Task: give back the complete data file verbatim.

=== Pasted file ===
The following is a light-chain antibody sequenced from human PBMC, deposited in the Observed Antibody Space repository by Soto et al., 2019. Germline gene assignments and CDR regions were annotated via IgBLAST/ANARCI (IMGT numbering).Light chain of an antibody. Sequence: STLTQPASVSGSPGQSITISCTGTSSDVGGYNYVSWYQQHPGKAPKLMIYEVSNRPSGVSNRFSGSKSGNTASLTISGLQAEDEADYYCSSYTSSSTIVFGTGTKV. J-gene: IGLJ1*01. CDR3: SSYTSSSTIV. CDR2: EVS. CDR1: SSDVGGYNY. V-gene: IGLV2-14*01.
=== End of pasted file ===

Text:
The following is a light-chain antibody sequenced from human PBMC, deposited in the Observed Antibody Space repository by Soto et al., 2019. Germline gene assignments and CDR regions were annotated via IgBLAST/ANARCI (IMGT numbering).Light chain of an antibody. Sequence: STLTQPASVSGSPGQSITISCTGTSSDVGGYNYVSWYQQHPGKAPKLMIYEVSNRPSGVSNRFSGSKSGNTASLTISGLQAEDEADYYCSSYTSSSTIVFGTGTKV. J-gene: IGLJ1*01. CDR3: SSYTSSSTIV. CDR2: EVS. CDR1: SSDVGGYNY. V-gene: IGLV2-14*01.